Diabetes and the Foot

Definition of  “metabolic disease”  a syndrome marked by the presence of usually three or more of a group of factors (as high blood pressure, abdominal obesity, high triglyceride levels, low HDL levels, and high fasting levels of blood sugar) that are linked to an increased risk of cardiovascular disease and type 2 diabetes often called also insulin resistance syndrome. From Merriam-Webster Dictionary      http://www.merriam-webster.com

“Metabolic syndrome” – is a cluster of conditions — increased blood pressure, a high blood sugar level, excess body fat around the waist and abnormal cholesterol levels — that occur together, increasing your risk of heart disease, stroke and diabetes. From the staff at the Mayo Clinic    http://www.mayoclinic.org

“Neuropathy” – means nerve disease or damage and affects the nerves in your toes, feet, legs, hands, and arms.

“Peripheral neuropathy” A common, often misdiagnosed disorder that results from damage to the peripheral nervous system. Symptoms include numbness, weakness, tingling and/or burning in the toes or fingers. https://www.foundationforpn.org

Why does nerve damage from diabetes usually start in the feet? These nerves travel the farthest from the brain and spinal cord.

There are too many types of peripheral neuropathy to list. We are going to concentrate on “Sensory Neuropathy” because this is most likely the first one that a person with diabetes will develop. Sensory neuropathy affects the nerves that control what a person feels, like pain or an itching sensation. Again we will pertain to the feet since it will most often occur there. Some symptoms that a person might feel are: Numbness and tingling of the feet, Loss of sensation, like poking the bottom of the foot with a pin and not feeling pain. Loss of balance, especially in the dark.

Why do diabetics tend to get foot problems?

In the diabetic foot, glucose reacts with the collagen in the connective tissue. The short version is it causes both inelasticity and toughness in the foot’s connective tissue. This creates stiffness and weakens the muscles in the foot. Pressures on the foot that used to dissipate throughout the foot while walking are now accumulated to specific areas, causing blisters sores and ulcers.

Serious problems can begin when the diabetic foot or areas of the foot becomes numb. The diabetic skin cracks easier and if goes unnoticed can easily become infected. There are many people who started out with sores, blisters and have ended up with an amputation.

“I’m Pre-Diabetic” or “I have Type II Diabetes”.  Unfortunately it doesn’t matter, there is equal prevalence in types I and II. Only 5 percent of the diabetics in this country are type I. However time does matter – people are most likely to develop diabetic foot problems with over 20 years of being diabetic. Approximately 15% of the people with diabetes have consequential foot problems but that’s still millions of people, there’s @ 29 million people with diabetes in the USA.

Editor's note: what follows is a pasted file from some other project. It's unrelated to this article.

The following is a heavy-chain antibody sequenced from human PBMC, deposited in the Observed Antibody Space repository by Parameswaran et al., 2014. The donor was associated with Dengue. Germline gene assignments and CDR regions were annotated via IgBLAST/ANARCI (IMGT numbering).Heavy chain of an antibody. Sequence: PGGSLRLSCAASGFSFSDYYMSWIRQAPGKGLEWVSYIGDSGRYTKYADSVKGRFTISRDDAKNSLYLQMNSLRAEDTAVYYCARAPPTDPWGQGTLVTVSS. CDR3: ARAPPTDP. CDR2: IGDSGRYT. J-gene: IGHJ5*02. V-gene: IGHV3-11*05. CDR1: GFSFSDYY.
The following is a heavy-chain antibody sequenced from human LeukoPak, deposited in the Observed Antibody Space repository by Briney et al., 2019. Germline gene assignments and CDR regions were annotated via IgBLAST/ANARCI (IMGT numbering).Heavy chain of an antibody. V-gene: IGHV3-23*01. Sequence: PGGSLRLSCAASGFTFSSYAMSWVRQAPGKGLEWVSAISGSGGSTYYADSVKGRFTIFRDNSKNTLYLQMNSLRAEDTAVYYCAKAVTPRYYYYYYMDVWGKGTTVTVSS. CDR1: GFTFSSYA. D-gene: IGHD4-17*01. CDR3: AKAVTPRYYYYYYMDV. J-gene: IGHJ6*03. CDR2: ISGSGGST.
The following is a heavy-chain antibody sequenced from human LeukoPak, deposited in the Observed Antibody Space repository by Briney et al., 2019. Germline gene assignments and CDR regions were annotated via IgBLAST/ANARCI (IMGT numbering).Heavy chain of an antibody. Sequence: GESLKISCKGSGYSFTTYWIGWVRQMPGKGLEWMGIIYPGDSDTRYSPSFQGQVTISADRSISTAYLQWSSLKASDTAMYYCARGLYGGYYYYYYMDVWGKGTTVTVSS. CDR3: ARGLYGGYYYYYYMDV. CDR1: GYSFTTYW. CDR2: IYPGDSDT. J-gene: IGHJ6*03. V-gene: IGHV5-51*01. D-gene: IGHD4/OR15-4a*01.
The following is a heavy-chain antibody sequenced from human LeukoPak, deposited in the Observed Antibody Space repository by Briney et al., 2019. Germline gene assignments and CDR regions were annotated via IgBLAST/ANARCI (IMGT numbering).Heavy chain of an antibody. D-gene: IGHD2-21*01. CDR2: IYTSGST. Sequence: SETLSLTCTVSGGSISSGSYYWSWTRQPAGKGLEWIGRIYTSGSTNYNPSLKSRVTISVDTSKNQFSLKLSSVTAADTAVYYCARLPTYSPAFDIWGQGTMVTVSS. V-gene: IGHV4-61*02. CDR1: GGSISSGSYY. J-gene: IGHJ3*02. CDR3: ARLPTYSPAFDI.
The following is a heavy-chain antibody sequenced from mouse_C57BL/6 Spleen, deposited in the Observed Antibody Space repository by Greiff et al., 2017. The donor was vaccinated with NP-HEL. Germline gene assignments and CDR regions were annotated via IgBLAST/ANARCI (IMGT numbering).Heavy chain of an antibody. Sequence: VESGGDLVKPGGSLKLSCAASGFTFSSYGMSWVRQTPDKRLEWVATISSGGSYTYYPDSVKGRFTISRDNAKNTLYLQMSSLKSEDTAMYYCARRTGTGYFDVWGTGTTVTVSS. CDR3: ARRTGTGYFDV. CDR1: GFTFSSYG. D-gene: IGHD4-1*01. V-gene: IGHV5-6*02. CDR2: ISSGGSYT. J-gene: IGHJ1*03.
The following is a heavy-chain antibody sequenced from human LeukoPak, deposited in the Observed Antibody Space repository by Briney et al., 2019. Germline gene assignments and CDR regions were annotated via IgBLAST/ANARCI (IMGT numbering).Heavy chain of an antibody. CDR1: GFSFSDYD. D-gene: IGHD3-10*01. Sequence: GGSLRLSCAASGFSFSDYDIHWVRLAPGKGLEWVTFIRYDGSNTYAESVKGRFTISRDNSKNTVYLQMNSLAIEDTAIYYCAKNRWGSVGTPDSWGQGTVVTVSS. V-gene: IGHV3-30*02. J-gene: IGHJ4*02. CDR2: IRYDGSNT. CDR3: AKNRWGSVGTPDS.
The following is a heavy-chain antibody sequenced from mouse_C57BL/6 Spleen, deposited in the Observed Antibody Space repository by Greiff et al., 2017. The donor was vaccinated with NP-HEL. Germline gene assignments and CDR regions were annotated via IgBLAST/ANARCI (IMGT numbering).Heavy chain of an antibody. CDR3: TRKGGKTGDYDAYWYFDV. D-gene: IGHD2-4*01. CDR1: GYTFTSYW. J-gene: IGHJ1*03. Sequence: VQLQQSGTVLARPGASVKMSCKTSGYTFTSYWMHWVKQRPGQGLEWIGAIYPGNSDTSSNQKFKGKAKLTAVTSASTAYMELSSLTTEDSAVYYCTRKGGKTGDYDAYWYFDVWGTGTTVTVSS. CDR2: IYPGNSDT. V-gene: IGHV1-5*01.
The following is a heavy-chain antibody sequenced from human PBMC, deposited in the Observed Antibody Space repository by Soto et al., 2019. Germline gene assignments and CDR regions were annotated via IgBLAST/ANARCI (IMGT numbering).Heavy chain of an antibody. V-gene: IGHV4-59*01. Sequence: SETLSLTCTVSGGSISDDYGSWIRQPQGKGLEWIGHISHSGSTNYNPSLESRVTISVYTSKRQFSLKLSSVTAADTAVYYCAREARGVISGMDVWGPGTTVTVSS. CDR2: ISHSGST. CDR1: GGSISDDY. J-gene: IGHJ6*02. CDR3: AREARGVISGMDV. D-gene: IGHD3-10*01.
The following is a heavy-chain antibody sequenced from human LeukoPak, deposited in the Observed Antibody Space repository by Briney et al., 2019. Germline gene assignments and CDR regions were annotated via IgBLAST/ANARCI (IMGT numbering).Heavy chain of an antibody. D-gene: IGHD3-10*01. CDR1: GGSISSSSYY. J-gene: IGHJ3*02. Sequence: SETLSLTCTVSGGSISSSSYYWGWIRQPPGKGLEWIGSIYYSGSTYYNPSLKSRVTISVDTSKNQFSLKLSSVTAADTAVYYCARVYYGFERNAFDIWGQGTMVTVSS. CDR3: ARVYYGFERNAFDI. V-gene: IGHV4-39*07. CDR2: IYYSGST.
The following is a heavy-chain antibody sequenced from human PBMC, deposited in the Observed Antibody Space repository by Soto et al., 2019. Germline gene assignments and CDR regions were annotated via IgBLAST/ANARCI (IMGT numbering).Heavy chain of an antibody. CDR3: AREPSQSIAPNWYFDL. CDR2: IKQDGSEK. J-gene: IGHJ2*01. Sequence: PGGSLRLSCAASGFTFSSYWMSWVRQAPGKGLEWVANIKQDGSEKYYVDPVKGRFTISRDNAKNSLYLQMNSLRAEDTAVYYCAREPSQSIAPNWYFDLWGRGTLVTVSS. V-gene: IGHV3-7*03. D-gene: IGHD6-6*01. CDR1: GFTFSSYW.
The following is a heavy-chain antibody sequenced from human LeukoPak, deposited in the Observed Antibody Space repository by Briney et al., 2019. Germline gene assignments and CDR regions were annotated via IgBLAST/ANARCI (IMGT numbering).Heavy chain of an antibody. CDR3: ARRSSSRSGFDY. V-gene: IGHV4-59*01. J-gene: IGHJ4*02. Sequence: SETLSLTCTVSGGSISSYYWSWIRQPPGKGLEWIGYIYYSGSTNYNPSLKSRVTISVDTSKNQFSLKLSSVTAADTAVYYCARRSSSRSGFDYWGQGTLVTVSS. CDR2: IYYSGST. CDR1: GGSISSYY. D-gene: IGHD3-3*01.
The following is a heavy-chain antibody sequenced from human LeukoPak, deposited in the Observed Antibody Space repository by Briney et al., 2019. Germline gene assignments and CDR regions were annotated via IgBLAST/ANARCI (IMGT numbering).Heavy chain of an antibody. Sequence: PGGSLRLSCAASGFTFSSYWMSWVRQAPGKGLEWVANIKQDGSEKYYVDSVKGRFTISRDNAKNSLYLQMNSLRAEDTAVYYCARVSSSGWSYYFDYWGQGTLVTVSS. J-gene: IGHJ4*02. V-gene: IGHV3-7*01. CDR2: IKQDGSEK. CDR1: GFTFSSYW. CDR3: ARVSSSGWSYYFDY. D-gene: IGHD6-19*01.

Let’s not talk about preventing diabetes. You could fill a library with the books that have been written and I’m sure you have read that about 9 cases in 10 could be avoided by taking several simple steps: keeping weight under control, exercising more, eating a healthy diet, and not smoking (I’m talking about type II diabetes). Please don’t Google “Diabetic Foot Photo” unless you have a strong stomach, although the pictures will probably do much more for change in lifestyle than all the books written?

Care for diabetic neuropathy in the foot:

Clean Daily – Soaking of the feet should be avoided, use lotion to moisturize the feet, avoid letting lotion seep between the toes.

Cut Toenails: We don’t want a sharp edge to cut another toe. Cut and file appropriately and gently file calluses

Wear Shoes/Slippers to Protect the Feet: Wearing thick, soft, seamless socks can help prevent skin irritation.

Shoes: Wear ones that fit well and allow the toes to move (Ultra Depth/Therapeutic Shoes Preferred). Break new shoes in gradually.

Use Diabetic Shoe Inserts: they are smooth and less likely to rip the skin. They are soft which will help prevent skin from cracking. There are generally two types to consider. A flat diabetic insert (Generic) or a custom made diabetic insert (Molded). A diabetic insert is made of a special material that allows the foot to settle downward, into the insert. This allows the pressure points in the foot to settle so that surrounding areas that did not bear weight before, will now, creating a more even weight distribution. This is extremely important to a diabetic because neuropathy can prevent the feeling of pain. Diabetic Inserts have been proven to greatly reduce the development of Diabetic foot complications such as ulcers and lesion’s. When more severe Diabetic Foot Symptoms exist: loss of foot padding, thin skin, sores, Hammer toe, Claw’s Toe, Morton’s Toe, Bunions, Calluses, Red Spots, Blisters, Extreme Foot Neuropath, Diabetic with a Charcot foot, Metatarsal Pain (pain in the ball of the foot), etc., then Custom Molded Inserts should be used. These have been scientifically proven to reduce Metatarsal Pressure by increasing weight distribution and pressure onto the Plantar (Arch) area of the foot. Since they are custom molded to each foot, they supply ample arch support.  There are mixed reviews about relieving pressure stress in the heel area, although they are much thicker and softer than a flat prefabricated diabetic insert and will allow all pressure points to settle further.  That being said, pain is diabetic foot complications generally start in the mid to forefoot area.

If pain, sores, ulcers, etc. develop: See a Podiatrist!

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